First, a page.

French killer Simone Weber, known as the 'devil from Nancy' dies ages 93

Simone Weber died at the age of 94, her lawyer announced on April 11, 2024. Nicknamed 'The Nancy devil' (from the city of Nancy, France), she was convicted of murdering her lover in 1991.

killer Simone Weber known Nancy devil death
© Frederic REGLAIN / Getty Images
killer Simone Weber known Nancy devil death

The affair caused quite a stir. Flashback to June 22, 1985, in Nancy, France. It was on this day that Bernard Hettier was last seen alive. A major investigation was launched, and the focus turned to Simone Weber, the former mistress of this foreman, who had just divorced his wife.

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A look back at the Simone Weber affair

All the evidence soon pointed to her having killed Bernard Hettier. Neighbours saw her take down seventeen garbage bags in the middle of the night, a grinder full of blood was found in the trunk of her car and later, the missing man's car was found in a garage rented by Simone Weber under a false name. On September 15, 1985, a body with no arms, legs or head was fished out of the river Marne.

After analysis, it turned out to be the body of Bernard Hettier. Simone Weber was arrested along with her sister Madeleine, who is said to have helped remove the victim's personal belongings. The details of this atrocious crime then began to emerge: Simone Weber is said to have shot Bernard Hettier in the head in his Nancy apartment before cutting up his body with a concrete grinder she had rented earlier. She then disposed of the body in a river.

Sentenced to 20 years in prison

It wasn't until 1991 that this high-profile case went to trial. Once again, it was a well-attended affair. It has to be to noted that the accused did not go down easy, she challenged the jurors and twenty-five of her lawyers. While on the stand, she insulted witnesses and stood up to the examining magistrate. In the end, the woman nicknamed 'the Nancy devil', 'Grandma Nova' and 'the grinder killer' was sentenced to twenty years' imprisonment for the murder of Bernard Hettier. The notion of premeditation was not retained.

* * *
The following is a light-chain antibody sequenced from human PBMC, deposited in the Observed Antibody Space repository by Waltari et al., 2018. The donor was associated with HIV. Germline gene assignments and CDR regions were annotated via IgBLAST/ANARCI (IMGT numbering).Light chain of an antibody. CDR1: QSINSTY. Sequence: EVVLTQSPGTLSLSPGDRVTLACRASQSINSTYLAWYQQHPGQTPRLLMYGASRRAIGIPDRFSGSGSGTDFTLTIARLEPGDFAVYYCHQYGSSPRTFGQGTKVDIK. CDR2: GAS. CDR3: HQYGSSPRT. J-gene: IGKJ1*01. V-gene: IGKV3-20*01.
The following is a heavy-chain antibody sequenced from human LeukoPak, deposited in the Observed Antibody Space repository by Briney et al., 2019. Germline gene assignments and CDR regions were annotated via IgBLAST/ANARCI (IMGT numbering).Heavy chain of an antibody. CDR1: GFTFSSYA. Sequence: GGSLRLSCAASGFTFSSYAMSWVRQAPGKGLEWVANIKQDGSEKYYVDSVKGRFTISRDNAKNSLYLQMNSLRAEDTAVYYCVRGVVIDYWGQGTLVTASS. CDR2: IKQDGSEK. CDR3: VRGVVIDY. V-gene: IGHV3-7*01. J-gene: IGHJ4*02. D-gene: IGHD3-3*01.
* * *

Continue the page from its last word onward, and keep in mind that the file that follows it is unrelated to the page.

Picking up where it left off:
She was released from prison in 1999 and took refuge in the southeastern French region of Côte d'Azur. Her lawyer, Liliane Glock, announced her death on Thursday 11 April at the age of 94. Simone Weber had also been at the heart of another investigation into the death of her second husband, Marcel Fixard, who died suddenly of a heart attack in 1980. Some accused her of poisoning him. She was acquitted.

A story that still has people fascinated

The trial and Simone in general are two things that, years later continue to fascinate French people. Indeed, the news of her death was announced by several, if not all, media outlets, regardless of editorial lines.

In all these articles, journalists delve into the story and one thing emerges: though her guilt isn't challenged, her atypical personality is at the core of every piece. In Paris Match, one of the Simone's former lawyers remembers:

[she was] a particularly engaging client, who had no shortage of verve when it came to expressing her ardent and tireless defence.

Her personality and presence didn't just make an impression on her own defence team. A lawyer representing the family of her victim, Bernard Hettier spoke about her in the following terms:

a character from a crime thriller

As well as:

criminologically exceptional

The lawyer continues and explains that the woman had the outstanding ability to 'deny the obvious' as well as her composure even though she was the accused.

A film about her

In 2016, French television channel France 3 produced and broadcasted a film inspired by her life called, La Bonne Dame de Nancy (The Good Woman from Nancy). At the time the film gathered three million of viewers and Simone Weber had even spoken about it.

She explained that she felt 'crushed' and 'disgusted' by the film. Talking to AFP she complained that the channel hadn't asked for her permission to make it in the first place. She continued to explain that since she was found guilty, she had been the victim of a 'continual murder'. She also explained:

This TV film is a horror, an unthinkable ignominy
I'm the opposite of that foul-mouthed woman you see on screen


When I see her kissing the actor full on the lips and jumping on him, I feel like I'm being made to look like a streetwalker.

At the time, she also kept on denying that she killed Bernard and that the two were lovers.

This article has been adapted from Oh!MyMag FR.

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Source used:

Le Monde: Mort de Simone Weber : la « Diabolique de Nancy », une figure marquante de l’histoire criminelle

Paris Match: Simone Weber est furieuse contre le téléfilm sur son affaire

Paris Match: Simone Weber, « la diabolique de Nancy », est morte

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